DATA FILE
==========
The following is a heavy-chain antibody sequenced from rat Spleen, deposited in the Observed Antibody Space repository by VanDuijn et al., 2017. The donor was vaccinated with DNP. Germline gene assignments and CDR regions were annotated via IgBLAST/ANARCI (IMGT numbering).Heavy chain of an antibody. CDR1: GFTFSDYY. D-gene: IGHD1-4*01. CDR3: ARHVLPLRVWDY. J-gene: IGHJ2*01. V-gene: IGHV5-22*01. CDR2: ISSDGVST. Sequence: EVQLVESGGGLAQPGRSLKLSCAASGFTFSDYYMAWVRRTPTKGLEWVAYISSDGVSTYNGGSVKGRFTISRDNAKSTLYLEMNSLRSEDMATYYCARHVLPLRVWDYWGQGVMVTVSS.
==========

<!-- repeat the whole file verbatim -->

The following is a heavy-chain antibody sequenced from rat Spleen, deposited in the Observed Antibody Space repository by VanDuijn et al., 2017. The donor was vaccinated with DNP. Germline gene assignments and CDR regions were annotated via IgBLAST/ANARCI (IMGT numbering).Heavy chain of an antibody. CDR1: GFTFSDYY. D-gene: IGHD1-4*01. CDR3: ARHVLPLRVWDY. J-gene: IGHJ2*01. V-gene: IGHV5-22*01. CDR2: ISSDGVST. Sequence: EVQLVESGGGLAQPGRSLKLSCAASGFTFSDYYMAWVRRTPTKGLEWVAYISSDGVSTYNGGSVKGRFTISRDNAKSTLYLEMNSLRSEDMATYYCARHVLPLRVWDYWGQGVMVTVSS.